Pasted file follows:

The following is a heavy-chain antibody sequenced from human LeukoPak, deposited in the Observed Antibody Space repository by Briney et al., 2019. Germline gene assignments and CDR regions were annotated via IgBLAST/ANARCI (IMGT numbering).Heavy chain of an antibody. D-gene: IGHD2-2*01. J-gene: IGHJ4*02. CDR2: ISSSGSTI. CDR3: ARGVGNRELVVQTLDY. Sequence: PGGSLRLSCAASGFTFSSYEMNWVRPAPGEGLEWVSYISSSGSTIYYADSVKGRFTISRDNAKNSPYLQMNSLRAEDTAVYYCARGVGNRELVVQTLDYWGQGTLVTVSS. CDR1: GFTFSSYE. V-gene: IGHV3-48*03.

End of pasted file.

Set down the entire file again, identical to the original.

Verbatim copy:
The following is a heavy-chain antibody sequenced from human LeukoPak, deposited in the Observed Antibody Space repository by Briney et al., 2019. Germline gene assignments and CDR regions were annotated via IgBLAST/ANARCI (IMGT numbering).Heavy chain of an antibody. D-gene: IGHD2-2*01. J-gene: IGHJ4*02. CDR2: ISSSGSTI. CDR3: ARGVGNRELVVQTLDY. Sequence: PGGSLRLSCAASGFTFSSYEMNWVRPAPGEGLEWVSYISSSGSTIYYADSVKGRFTISRDNAKNSPYLQMNSLRAEDTAVYYCARGVGNRELVVQTLDYWGQGTLVTVSS. CDR1: GFTFSSYE. V-gene: IGHV3-48*03.